Terry Pratchett wrote 40 Discworld novels before he died, and you can learn something from every single one of them. If you’ve somehow managed to make it this far in life without having read any Terry Pratchett books, I strongly suggest you remedy that as soon as possible.
My suggested reading list for Pratchett is as follows: Every single one of them. But in these times, it might behoove you to start with the Sam Vimes books. Sam Vimes is a cop, and he runs the Night Watch in Ankh-Morpork, Terry Pratchett’s “New York/London/Large Metropolis” city.
The Sam Vimes books, in order, are: Guards! Guards!, Men At Arms, Feet of Clay, Jingo, The Fifth Elephant, Night Watch, Thud!, and Snuff. He cameos in other books, but these are his main storyline.
The Discworld novels are written as stand-alone books, so you don’t have to read all of them, or read them in any particular order. If you’re only going to read one of the above, Night Watch is my personal favorite, and probably the one most germane to the times.
There’s a fantastic scene in Night Watch, about halfway through the book. The city’s in turmoil, there’s protesting and rioting, and one of the watch stations had been attacked by rioters and burned down just prior to the scene. A group of rioters/protesters stands outside Vimes’ watch house, working up their nerve.
Vimes is ordered to protect the watch house. So he turns on all the lights, brews up cocoa for everyone, opens the doors, and stations a couple of cops outside to keep an eye on things, picking two cops from the local neighborhood whom everyone knows. Then he goes outside with a cup of cocoa for a smoke, and has a nice chat with the crowd.
He calls members of the crowd out by name, talks to them about why they’re mad, sympathizes. He can do all that because he knows his community, even though Ankh-Morpork is a vast and sprawling city of millions. He talks the crowd down.
That’s the “community-based policing” everyone talks about when they talk about police reform.
History was full of the bones of good men who’d followed bad orders in the hope that they could soften the blow. Oh, yes, there were worse things they could do, but most of them began right where they started following bad orders.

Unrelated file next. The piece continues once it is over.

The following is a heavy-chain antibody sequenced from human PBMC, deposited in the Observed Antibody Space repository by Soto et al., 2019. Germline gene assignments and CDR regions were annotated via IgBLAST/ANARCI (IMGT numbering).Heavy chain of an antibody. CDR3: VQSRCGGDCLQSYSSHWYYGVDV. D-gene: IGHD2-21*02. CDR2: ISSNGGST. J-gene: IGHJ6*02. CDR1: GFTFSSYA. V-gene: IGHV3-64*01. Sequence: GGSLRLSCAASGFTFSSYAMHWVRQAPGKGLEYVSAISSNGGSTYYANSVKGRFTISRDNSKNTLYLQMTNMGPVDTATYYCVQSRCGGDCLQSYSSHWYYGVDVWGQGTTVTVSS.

“I’m not a natural killer! See this? See what it says? I’m supposed to keep the peace, I am! If I kill people to do it, I’m reading the wrong manual!”
“You took an oath to uphold the law and defend the citizens without fear or favor,” said Vimes. “And to protect the innocent. That’s all they put in. Maybe they thought those were the important things. Nothing in there about orders, even from me. You’re an officer of the law, not a soldier of the government.”
Once you get troops on the streets, it’s only a matter of time before it goes bad. Some kid throws a stone, next minute there’s houses on fire and people getting killed.
Everyone was guilty of something. Vimes knew that. Every copper knew it. That was how you maintained your authority – everyone, talking to a copper, was secretly afraid you could see their guilty secret written on their forehead. You couldn’t, of course. But neither were you supposed to drag someone off the street and smash their fingers with a hammer until they told you what it was.
“He asked you to shoot at people who weren’t shooting back,” growled Vimes, striding forward, “That makes him insane, wouldn’t you say?”
“They are throwing stones, Sarge,” said Colon.
“So? Stay out of range. They’ll get tired before we do.”
“In return, however,” said the Patrician, “I must ask you not to upset Commander Vimes.” He gave a little cough. “More than necessary.”
“I’m sure we can pull together, sir.”
“Oh, I do hope not, I really do hope not. Pulling together is the aim of despotism and tyranny. Free men pull in all kinds of directions.” He smiled. “It’s the only way to make progress.”
Cheery was aware that Commander Vimes didn’t like the phrase “The innocent have nothing to fear,” believing the innocent had everything to fear, mostly from the guilty but in the longer term even more from those who say things like “The innocent have nothing to fear.”
No civil police force could hold out against an irate and resolute population. The trick is not to let them realize that.
It always embarrassed Samuel Vimes when civilians tried to speak to him in what they thought was “policeman.” If it came to that, he hated thinking of them as civilians. What was a policeman, if not a civilian with a uniform and a badge? But they tended to use the term these days as a way of describing people who were not policemen. It was a dangerous habit: once policemen stopped being civilians the only other thing they could be was soldiers.